Today there’s a brutalist 1969 concrete rental tower on the right of the image, called Nicholson Tower. Developed by CMHC and designed by Arthur Erickson and Geoffrey Massey, it is set in extensive grounds, which are all that can be seen from this angle. Beyond it is a 1985 strata tower designed by Oberto Orberti, next to a 1975 strata designed by Lort and Lort.

Image source: City of Vancouver Archives CVA 780-415

0901

Posted September 5, 2019 by ChangingCity in Downtown, Gone

Tagged with , ,

Stanley and New Fountain Hotels – West Cordova Street

This pair of long-standing Downtown Eastside Hotels have been closed for a while, and the structure behind the facades is in process of being demolished. They’re soon getting a new ten storey building that will replace the 103 welfare rate rooms and shelter beds that were in the old hotels with 80 new self-contained units (that will still lease at welfare rates) and an additional 62 market rental units.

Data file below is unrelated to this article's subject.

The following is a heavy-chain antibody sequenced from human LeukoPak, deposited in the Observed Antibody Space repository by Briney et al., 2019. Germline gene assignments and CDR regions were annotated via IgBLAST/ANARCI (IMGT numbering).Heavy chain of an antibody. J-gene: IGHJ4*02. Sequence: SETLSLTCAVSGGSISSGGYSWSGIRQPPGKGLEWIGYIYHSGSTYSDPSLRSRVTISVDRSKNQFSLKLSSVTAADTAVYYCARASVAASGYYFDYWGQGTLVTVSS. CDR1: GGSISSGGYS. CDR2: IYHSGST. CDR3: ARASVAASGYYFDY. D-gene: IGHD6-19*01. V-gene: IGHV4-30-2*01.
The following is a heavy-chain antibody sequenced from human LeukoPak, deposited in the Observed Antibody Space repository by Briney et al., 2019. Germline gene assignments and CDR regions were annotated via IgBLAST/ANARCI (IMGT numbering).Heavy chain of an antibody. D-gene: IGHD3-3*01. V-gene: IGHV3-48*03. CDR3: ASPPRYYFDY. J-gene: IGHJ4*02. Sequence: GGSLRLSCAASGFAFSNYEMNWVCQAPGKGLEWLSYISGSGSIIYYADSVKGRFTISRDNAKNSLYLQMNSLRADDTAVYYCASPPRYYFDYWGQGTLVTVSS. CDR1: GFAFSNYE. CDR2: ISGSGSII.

Looking more closely at this 1940 Vancouver Public Library image it’s possible to see that there seems to be a third building sandwiched between the Stanley, and the two storey New Fountain. That seems not really the case – or at least, the permits we can find suggest a slightly different history. The New Fountain, (the shorter building on the left of the picture), was (supposedly) built in 1899, and there were two hotels built to the east of that completed in 1907, with The Russ Hotel occupying the middle three lots and the Hotel Iroquois run by Samuel Albert on the two lots closest to us.

Both buildings were probably built as part of the investment portfolio of Evans, Coleman and Evans, merchants and shipping agents, considered for many years to be one of the leading commercial firms in the province. They hired Grant and Henderson to design the Russ and Iroquois building in 1906, and the hotels opened in 1907. In the Contract record they were described as ‘white pressed brick with cut stone trimmings’.